Definition of ministration in English:

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Pronunciation: /ˌminəˈstrāSHən/


(usually ministrations) chiefly formal or humorous
1The provision of assistance or care: a kitchen made spotless by the ministrations of a cleaning lady
More example sentences
  • He had bravely hobbled home, unaided, ignored, to seek out the ministrations of wife and daughter.
  • Thanks to Patrick and Madeleine Rigard, who have owned the chateau for the last nine years, their young and attentive staff, and the spoiling ministrations of their chef de cuisine, Alain Gouraud, Chaumontel fairly bustles with life.
  • Such early death was all too frequent, the patients often helped on their way by the ministrations of physicians who knew only one ‘cure’ - bleeding.
attention, treatment, help, assistance, aid, care, services
informal TLC
1.1The services of a minister of religion or of a religious institution.
Example sentences
  • In any case, all churches' services and ministrations were in principle available to all men and women.
  • New Testament pastors are called ‘ministers of the Spirit’ because the Holy Spirit plants and perpetuates God's life in his saints through their public and private ministrations.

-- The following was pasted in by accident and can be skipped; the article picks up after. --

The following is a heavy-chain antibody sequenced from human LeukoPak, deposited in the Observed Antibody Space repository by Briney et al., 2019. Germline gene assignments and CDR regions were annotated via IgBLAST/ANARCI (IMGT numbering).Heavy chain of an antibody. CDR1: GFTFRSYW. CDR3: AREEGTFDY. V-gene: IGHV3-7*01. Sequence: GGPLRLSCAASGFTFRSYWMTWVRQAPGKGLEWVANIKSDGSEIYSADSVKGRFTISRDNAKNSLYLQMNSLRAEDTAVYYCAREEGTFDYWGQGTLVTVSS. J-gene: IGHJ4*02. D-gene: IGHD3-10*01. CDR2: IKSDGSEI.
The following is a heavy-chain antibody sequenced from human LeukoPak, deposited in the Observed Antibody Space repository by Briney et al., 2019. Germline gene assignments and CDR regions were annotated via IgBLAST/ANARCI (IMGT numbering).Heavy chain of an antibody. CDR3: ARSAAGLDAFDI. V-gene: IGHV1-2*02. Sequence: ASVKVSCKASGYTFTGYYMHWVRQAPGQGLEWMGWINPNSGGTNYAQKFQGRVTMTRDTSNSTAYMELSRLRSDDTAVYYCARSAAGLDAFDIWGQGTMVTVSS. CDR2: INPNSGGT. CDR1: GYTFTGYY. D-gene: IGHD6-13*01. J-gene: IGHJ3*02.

• The island of Varappuzha from which the Archdiocese derived its name was the idyllic setting the fathers of the Order of Carmelites Discalced chose to begin their ministrations in what was then called the Vicariate of Malabar.
1.2The action of administering the sacrament.
Example sentences
  • It was altogether fitting that the ministration of the sacraments be given, not to the angels, but to men.
  • This virtual wish to be and to remain partners in marriage, which is not annulled by the reception of baptism, is an entity in the parties in which may be found the ministration of the sacrament.



Pronunciation: /ˈminəstrənt/
Example sentences
  • He had merely stated the condition in which the ministrants then were, and in which they should remain.
  • She was a ministrant or servant, one who was actually serving the needs of others.
  • The faithful servants of God in public life are his ministrants as truly as those who perform the divine service in church.


Late Middle English: from Latin ministratio(n-), from ministrare 'wait upon', from minister (see minister).

For editors and proofreaders

Syllabification: min·is·tra·tion

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